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Intarsia 101

intarsiaIntarsia 101 Introduction

intarsiaIntarsia Basic Tools

intarsiaIntarsia Basic Steps

intarsiaSources For Wood

intarsiaScrolling Tips

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Intarsia 101 Introduction

Intarsia is a great craft / art form that can be enjoyed on various levels as a source of extra income, creating wonderful one of a kind works of art or as a hobby providing endless hours of personal enjoyment making gifts for family and friends. Intarsia is basically a combination of just a few woodworking skills and is not as difficult as one might think.

One of the nicest things about Intarsia is that you don't need a lot of fancy tools or a large workshop. I met a couple of Intarsia hobbyists in Vancouver, BC who were having a ball doing Intarsia in a spare bedroom of their apartment. You can create an Intarsia project with nothing more than a fretsaw and sand paper. It would be slow work but it could be done. Power tools do make the process a lot quicker.

I suggest that all new Intarsia enthusiasts explore these resources:

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Intarsia Basic Tools

Cutting Tools: Band saw or scroll saw is strongly recommended. The scroll saw blades I use most often for Intarsia are the #5.#7 & #9 P/S. This is a ground skip tooth reverse blade. Fast and smooth cutting with a splinter free bottom cut.

For someone just starting the #5,#7 & #9 DT/R blades are a little slower cutting with the same quality. I have been experimenting with a #3 Hook tooth blade. This blade is almost as fast cutting as a #7 P/S and leaves a smaller kerf (better fit). It isn't reverse tooth though, so there is a bit of clean up on the bottom edge.

Sanding Tools: Almost anything will work and people find what works best for them. Pneumatic drum sanders, stationary belt sanders, portable belt sanders, disc sanders, flap sanders and on and on. Even wood rasps or files.

I use the Sandstorm pneumatic sander for most of my shaping and sanding. A Flex Sander also helps me solve many shaping problems. When all else fails I get out the sand paper and apply some good old elbow grease.

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Intarsia Basic Steps

Woods: The most common wood for Intarsia is Western Red Cedar because of its endless variety of colour and grain texture. But you can use any other wood you like the look of. I regard all the woods as the palette I have to work with in the same way an oil painter looks at their paints.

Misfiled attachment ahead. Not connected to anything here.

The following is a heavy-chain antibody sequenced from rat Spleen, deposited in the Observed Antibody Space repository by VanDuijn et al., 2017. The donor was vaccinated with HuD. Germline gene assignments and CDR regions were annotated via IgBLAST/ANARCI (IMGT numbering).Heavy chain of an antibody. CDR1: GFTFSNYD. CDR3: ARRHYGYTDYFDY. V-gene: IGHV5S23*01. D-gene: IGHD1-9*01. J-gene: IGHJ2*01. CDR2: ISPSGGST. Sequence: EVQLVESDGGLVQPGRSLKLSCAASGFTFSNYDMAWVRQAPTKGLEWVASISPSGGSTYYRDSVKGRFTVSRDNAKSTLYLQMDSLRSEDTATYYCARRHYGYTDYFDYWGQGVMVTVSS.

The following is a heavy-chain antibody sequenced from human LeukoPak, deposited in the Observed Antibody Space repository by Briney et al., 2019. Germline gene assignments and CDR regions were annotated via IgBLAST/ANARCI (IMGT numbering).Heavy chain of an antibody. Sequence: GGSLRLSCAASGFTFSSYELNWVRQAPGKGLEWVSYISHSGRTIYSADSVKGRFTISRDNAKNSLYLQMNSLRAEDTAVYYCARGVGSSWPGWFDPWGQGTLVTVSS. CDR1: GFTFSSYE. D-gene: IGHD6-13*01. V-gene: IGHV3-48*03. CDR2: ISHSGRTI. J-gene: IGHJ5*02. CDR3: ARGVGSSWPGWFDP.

Start with a pattern: And it just so happens that I have some patterns for sale! Transfer it to the wood by tracing with tracing paper or make a template of the pattern. I prefer the template method. I also offer a couple Free Patterns for beginners. They are very simple and a good way to get your feet wet in Intarsia.

Another method of a lot of people use is the classic scrollers technique. Cut out the various pattern pieces and glue them onto the wood, with spray glue or glue sticks. You have to make a few copies of the pattern with this method. I give permission for the purchaser to make up to 10 copies for their own use and note for resale. If you can purchase them as PDF's, some programs will allow you to print off parts of the pattern.

Cutting: Technically the most important step, cut very carefully and the project should fit fairly well. After its all cut out assemble the project and check for fit. You may have to trim the odd piece or even remake a piece. Use sharp scroll saw blades with lubrication for best results.

Shaping: Try to achieve a smooth look, an even transition from one level and piece to another. You want to achieve a nice relief look. Glue the pieces on to a backing of 1/4 inch plywood. Baltic Birch is the best, with ordinary white carpenters glue.

Finishing: Apply a finish, and again there is no one finish for Intarsia, any wood finish will work. Use what you like and are familiar with. I prefer a satin durathane finish. I apply it with a brush, three coats to the front and one to the back.

Hanging: Attach a hanger, hang it on a wall, stand back and admire!

Click here to contact Garnet with your Intarsia questions >

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Sources For Wood

People often ask me where they can get Western Red Cedar or other hardwoods used in Intarsia. The following are some good sources for wood:

  • The Black Forest Wood Co., Calgary, AB, 403-255-6044

  • Exotic Hardwoods, Burlington, ON, 905-335-8066

  • Grove Cedar, Langley, BC, 604-530-1720
    Sells shorts by the lift & will ship by truck.

  • Windsor Plywood Stores
    Check your local Yellow Pages for the location nearest you. They are a great source for Western Red Cedar, hardwoods and Baltic Birch plywood. Stores are only in Western Canada... pity.

  •, McKinney, TX, 469-742-0097
    Full line hardwood lumber dealer that welcomes the opportunity to assist scrollsaw hobbyists.

I invite any wood dealers to send me your contact information and I will list it here free of charge as a service to my web site visitors.

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